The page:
Thursday, February 17, 2011

Lawmaker seeks state control of federal land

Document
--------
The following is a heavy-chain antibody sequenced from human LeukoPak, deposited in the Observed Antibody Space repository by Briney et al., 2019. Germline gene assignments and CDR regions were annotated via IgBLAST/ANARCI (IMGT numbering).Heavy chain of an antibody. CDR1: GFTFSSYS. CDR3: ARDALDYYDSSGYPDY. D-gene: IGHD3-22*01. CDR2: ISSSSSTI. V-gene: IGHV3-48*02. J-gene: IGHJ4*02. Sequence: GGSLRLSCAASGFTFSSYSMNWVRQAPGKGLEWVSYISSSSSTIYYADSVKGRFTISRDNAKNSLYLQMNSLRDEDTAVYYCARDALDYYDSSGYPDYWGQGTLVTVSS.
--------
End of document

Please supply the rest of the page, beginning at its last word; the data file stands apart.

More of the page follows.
A lawmaker told a Montana Senate committee Tuesday that he wants to give the state the power of eminent domain to take federal land within its borders. It’s one of several public lands issues being considered by legislative panels this week. About a third of the land in Montana is owned by federal agencies, and the state is often unable to benefit economically from the natural resources under that land, Republican Sen. Rowlie Hutton of Havre told the Senate Energy and Telecommunications Committee. He cited fears held by many Montanans that the federal government is seeking to remove land from development by either designating a national monument or through the Bureau of Land Management’s new “Wild Lands” designation, which allows the BLM to protect land for an indefinite period of time without congressional approval. Senate Bill 254 would give the state the ability to reclaim some of that land that’s been protected or being considered for protection and unlock it for resource development, Hutton said. “We’re allowing future legislatures in Montana to identify federally owned land in our state that could be put to better use,” Hutton said. Opponents of the proposal said the state’s ability to use eminent domain against the federal government is a long-shot legal theory at best — and unconstitutional at worst — but is unlikely to benefit Montana in any case. “The reason this is a novel approach and has never been tried before is because this is unconstitutional,” said Anne Hedges of the Montana Environmental Information Center. Hedges cited Article 4, Section 3 of the U.S. Constitution, which says only Congress has the power to dispose of any territory or property belonging to the U.S...more

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